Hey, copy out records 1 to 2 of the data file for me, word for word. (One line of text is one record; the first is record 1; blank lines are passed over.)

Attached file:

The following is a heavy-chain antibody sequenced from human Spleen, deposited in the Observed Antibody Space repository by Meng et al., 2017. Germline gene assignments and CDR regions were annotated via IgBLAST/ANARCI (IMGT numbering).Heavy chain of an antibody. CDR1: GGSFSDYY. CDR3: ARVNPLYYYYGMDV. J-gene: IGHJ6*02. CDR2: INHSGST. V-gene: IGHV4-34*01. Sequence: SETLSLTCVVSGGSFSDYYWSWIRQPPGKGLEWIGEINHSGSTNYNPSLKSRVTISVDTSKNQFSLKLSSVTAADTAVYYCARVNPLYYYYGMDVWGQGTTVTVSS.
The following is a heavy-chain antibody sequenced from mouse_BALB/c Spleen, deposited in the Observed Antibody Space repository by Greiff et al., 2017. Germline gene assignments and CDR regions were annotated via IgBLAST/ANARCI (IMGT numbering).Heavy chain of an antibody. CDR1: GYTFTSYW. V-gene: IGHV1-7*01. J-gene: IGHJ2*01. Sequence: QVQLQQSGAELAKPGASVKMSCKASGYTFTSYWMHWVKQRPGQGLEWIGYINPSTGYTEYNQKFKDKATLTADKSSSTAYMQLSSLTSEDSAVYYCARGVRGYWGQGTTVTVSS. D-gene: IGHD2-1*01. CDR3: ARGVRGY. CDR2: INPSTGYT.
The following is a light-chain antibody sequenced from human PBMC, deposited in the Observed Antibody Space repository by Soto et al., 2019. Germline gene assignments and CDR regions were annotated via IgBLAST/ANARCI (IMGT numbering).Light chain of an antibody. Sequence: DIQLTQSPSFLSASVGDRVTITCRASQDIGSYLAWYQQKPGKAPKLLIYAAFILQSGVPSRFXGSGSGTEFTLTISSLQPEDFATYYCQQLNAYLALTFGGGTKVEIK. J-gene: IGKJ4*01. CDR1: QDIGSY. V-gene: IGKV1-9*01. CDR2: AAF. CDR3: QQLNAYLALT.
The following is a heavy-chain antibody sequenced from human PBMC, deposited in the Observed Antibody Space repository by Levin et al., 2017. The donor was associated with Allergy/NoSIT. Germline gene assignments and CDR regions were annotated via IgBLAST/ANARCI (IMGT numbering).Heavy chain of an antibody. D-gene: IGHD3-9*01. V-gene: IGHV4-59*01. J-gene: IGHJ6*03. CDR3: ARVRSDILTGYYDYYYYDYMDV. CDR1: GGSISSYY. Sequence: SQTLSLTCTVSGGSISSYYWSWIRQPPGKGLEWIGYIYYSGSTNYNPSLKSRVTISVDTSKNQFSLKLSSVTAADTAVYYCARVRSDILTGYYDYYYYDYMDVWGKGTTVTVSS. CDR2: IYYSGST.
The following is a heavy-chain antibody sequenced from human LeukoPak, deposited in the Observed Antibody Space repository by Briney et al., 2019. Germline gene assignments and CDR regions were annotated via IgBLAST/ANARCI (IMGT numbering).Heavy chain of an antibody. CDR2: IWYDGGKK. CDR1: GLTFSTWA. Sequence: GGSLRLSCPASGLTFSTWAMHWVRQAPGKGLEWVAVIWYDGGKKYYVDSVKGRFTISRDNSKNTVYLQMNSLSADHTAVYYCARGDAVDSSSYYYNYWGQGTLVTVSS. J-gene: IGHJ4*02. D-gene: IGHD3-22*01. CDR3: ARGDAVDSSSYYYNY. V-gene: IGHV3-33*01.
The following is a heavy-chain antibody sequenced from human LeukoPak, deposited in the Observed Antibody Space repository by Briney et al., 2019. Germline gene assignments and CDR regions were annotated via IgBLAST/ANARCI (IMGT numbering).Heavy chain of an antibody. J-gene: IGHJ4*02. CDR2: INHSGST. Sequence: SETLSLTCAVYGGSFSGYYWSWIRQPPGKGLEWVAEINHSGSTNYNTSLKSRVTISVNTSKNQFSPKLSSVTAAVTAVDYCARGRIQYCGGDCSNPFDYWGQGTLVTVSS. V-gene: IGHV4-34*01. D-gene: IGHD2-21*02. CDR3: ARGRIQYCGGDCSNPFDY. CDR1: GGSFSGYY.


The following is a heavy-chain antibody sequenced from human Spleen, deposited in the Observed Antibody Space repository by Meng et al., 2017. Germline gene assignments and CDR regions were annotated via IgBLAST/ANARCI (IMGT numbering).Heavy chain of an antibody. CDR1: GGSFSDYY. CDR3: ARVNPLYYYYGMDV. J-gene: IGHJ6*02. CDR2: INHSGST. V-gene: IGHV4-34*01. Sequence: SETLSLTCVVSGGSFSDYYWSWIRQPPGKGLEWIGEINHSGSTNYNPSLKSRVTISVDTSKNQFSLKLSSVTAADTAVYYCARVNPLYYYYGMDVWGQGTTVTVSS.
The following is a heavy-chain antibody sequenced from mouse_BALB/c Spleen, deposited in the Observed Antibody Space repository by Greiff et al., 2017. Germline gene assignments and CDR regions were annotated via IgBLAST/ANARCI (IMGT numbering).Heavy chain of an antibody. CDR1: GYTFTSYW. V-gene: IGHV1-7*01. J-gene: IGHJ2*01. Sequence: QVQLQQSGAELAKPGASVKMSCKASGYTFTSYWMHWVKQRPGQGLEWIGYINPSTGYTEYNQKFKDKATLTADKSSSTAYMQLSSLTSEDSAVYYCARGVRGYWGQGTTVTVSS. D-gene: IGHD2-1*01. CDR3: ARGVRGY. CDR2: INPSTGYT.